'Pandemic profiteering' - Rail fare hikes condemned by Labour Party and union leaders

Unions and Labour have attacked increases in rail fares and branded them “lamentable”, claiming the average commuter is paying 43% more than a decade ago.

Sunday, 28th February 2021, 10:32 pm

Ahead of Monday’s 2.6% increase, union leaders also accused train operators of “profiteering” despite a huge reduction in the number of passengers because of the coronavirus crisis.

Labour said its analysis of more than 180 train routes showed that the average commuter will be paying £3,144 for their season ticket – £950 more than in 2010; the equivalent of 43%.

Average fares have also risen two-and-a-half times faster than wages, the Opposition added.

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Unions and Labour have attacked increases in rail fares. Picture: Oli Scarff/Getty Images.

Shadow transport secretary Jim McMahon said: “This fare hike will make rail unaffordable for many and discourage people from getting back on to the network when lockdown restrictions ease in the coming months.”

Mick Cash, general secretary of the Rail, Maritime and Transport union, said: “As the Government raises fares for rail passengers and freezes pay for rail workers, it is business as usual for the private rail industry.

“Rail companies raking in hundreds of millions of pounds in profit every year prior to the pandemic was bad enough but now in a corporate Covid cash grab scandal of epic proportions, we learn they stand to actually increase the share they take in ticket revenues with profits equivalent to 15p of every pound passengers paid on rail fares.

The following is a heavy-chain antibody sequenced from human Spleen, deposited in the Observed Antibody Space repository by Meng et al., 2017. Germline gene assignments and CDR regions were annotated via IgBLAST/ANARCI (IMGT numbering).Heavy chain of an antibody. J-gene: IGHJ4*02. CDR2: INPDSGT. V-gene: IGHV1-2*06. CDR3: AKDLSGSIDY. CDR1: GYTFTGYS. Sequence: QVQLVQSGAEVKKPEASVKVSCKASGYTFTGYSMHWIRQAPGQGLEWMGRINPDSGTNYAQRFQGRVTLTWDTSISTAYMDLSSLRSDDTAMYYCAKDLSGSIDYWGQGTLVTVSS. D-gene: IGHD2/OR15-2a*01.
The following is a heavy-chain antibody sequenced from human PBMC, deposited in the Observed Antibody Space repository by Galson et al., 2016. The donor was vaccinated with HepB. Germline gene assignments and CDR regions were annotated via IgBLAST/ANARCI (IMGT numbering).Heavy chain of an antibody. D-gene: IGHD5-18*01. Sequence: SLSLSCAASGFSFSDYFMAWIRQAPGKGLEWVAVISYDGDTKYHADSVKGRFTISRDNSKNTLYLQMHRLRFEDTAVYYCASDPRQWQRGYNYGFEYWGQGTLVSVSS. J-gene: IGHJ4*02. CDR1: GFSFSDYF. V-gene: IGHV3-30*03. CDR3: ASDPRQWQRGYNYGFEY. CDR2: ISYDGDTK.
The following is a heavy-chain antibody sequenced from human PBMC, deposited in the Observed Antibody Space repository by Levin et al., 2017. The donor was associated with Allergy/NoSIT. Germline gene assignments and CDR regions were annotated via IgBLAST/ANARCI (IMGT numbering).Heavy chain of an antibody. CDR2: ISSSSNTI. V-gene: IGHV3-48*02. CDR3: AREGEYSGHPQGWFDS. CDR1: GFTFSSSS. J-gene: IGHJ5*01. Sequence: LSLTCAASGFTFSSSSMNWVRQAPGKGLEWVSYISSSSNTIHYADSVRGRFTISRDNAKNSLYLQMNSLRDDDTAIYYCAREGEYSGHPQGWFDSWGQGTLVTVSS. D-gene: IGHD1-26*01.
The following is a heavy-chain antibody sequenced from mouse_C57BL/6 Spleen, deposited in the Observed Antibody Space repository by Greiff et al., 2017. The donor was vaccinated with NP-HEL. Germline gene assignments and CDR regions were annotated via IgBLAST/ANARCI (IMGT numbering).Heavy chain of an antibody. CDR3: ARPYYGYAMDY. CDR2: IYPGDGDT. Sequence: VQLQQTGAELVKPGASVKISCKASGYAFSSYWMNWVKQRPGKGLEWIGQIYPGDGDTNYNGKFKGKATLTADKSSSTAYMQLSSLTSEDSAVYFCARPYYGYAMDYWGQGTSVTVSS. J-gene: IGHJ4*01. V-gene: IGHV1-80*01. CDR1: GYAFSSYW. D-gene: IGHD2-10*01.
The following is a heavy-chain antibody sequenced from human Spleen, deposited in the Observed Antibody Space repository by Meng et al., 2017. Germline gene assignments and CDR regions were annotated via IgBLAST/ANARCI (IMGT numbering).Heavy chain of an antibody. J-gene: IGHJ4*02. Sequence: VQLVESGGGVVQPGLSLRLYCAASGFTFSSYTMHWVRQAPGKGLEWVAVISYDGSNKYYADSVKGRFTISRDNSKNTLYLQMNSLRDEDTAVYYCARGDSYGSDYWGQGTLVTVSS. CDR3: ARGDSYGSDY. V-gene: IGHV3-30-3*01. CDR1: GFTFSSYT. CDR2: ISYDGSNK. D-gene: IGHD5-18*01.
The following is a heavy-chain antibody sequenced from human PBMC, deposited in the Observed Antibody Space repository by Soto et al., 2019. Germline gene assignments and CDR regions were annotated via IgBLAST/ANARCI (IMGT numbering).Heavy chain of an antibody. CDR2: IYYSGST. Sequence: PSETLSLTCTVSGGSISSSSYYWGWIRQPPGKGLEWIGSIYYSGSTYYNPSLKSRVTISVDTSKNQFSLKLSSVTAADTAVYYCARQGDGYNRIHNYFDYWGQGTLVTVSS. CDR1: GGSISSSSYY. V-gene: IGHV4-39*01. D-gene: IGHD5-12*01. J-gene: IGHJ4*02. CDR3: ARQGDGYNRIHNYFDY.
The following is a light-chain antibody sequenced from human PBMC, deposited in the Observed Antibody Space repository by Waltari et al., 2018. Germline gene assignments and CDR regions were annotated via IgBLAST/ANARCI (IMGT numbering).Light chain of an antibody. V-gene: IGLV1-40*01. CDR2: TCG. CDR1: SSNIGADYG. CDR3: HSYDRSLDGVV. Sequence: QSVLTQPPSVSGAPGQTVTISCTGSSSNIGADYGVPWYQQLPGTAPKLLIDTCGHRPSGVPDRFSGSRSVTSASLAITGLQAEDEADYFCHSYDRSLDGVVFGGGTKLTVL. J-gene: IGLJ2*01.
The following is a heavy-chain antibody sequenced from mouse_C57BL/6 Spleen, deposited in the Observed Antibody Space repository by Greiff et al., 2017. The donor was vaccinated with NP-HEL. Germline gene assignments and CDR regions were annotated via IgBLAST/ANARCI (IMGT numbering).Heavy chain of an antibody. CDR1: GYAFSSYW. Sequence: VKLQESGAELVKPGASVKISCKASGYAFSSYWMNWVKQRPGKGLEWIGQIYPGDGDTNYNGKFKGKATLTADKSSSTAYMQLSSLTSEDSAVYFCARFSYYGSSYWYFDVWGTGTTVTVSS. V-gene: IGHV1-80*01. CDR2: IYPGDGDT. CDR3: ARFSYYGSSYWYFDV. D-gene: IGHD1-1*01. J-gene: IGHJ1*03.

“This pandemic profiteering is totally unacceptable and rather than lining the pockets of big business, this money would be far better spent being reinvested in improving the rail network for passengers, and scrapping the pay freeze imposed on key worker rail staff.”

A Department for Transport spokesman added: “Passengers returning to the railway deserve punctual and reliable journeys at a fair price.

“This is the lowest increase in four years – despite unprecedented taxpayer support for the rail industry during the pandemic of around £10 billion, and billions more being spent on new infrastructure.

“By delaying the change in fares, passengers who needed to renew season tickets were able to get a better deal, and we will set out further plans to offer cheaper, more flexible tickets for commuters in due course.”

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